Suppression of Natural Limestones Deactivation During Cyclic Carbonation

Suppression of Natural Limestones Deactivation During Cyclic Carbonation

Abstract – The paper summarizes sorption properties of limestones with variable content of calcium carbonate. Changes of sorption capacities during cyclic calcinations and carbonations were investigated using laboratory apparatus with vertical quartz reactor. Application of suitably chosen limestones and process conditions offered sustainable capacity up to 11 kg CO2 / 100 kg of initial limestone. Method of reactivation of the spent limestone using a gas saturated by water vapor was proposed to eliminate decreasing of the capacity in the carbonate looping process.


This study is focused on utilisation of limestones for hightemperature separation of CO2 from flue gas within the carbonate looping technology. A post-combustion capture of CO2 from coal-fired power plants and district heat-plants was considered the preferred application of the carbonate looping. Simplified scheme of the process, drawn based on the literature sources [1], is shown in Fig. 1.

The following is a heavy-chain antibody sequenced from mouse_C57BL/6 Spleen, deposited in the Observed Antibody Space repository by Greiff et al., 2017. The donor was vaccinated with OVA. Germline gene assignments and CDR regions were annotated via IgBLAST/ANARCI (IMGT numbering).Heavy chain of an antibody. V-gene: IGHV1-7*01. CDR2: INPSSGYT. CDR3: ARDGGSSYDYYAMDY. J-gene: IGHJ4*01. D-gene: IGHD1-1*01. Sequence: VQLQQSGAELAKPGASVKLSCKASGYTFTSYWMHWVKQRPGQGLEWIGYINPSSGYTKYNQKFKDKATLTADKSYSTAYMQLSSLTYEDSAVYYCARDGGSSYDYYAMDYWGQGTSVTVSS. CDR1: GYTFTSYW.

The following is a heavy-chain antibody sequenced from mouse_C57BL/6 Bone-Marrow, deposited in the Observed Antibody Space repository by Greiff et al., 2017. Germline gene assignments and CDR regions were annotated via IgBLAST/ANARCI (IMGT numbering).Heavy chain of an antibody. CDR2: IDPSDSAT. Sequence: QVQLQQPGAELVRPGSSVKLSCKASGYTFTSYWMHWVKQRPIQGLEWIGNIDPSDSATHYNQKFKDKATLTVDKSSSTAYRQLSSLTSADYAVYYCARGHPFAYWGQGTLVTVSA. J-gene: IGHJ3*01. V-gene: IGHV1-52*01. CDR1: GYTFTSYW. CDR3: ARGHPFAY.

Although the carbonate looping is still not a technology expanded into industrial practice, there are some pilot units operated around the world. Alonso et al. summarized basic findings from the operation of the pilot plant using CaO looping, incorporated within a facility combusting biomass in a fluidized bed reactor [2].

Utilisation of CaO based sorbents for high temperature separation of CO2 from industrial processes has been the subject of relatively numerous studies. Good economic availability of these materials make them attractive candidates for solving problems with suppression of CO2 emissions into the atmosphere.

A major obstacle to the application of CaO-based sorbents in the industrial practice is a gradual decline of sorption capacity, manifested in repeated cycles of calcination (i.e. thermal decarbonation) and carbonation. Based on experimental data Abanades suggested an empirical formula (1) describing the dependence of the conversion of CaO to CaCO3 on the number of cycles [3].

In (1) the sense of the symbols is following: xN is conversion in N-th cycle, fm and fw are constants.

This formula gave good conformity with the experimental data in a wide range of conditions but its validity has been limited to 20 cycles. In their study Wang and Anthony therefore proposed a different equation, which was valid for a large number of cycles. These authors considered a combination of thermal sintering with other irreversible processes, such as growth of crystals and reactions of CaO with impurities in the gas, to be major causes of decrease the activity of CaO-based sorbents. They also expressed the assumption that the rate of degradation is not significantly dependent on the experimental conditions [4].

View full article here: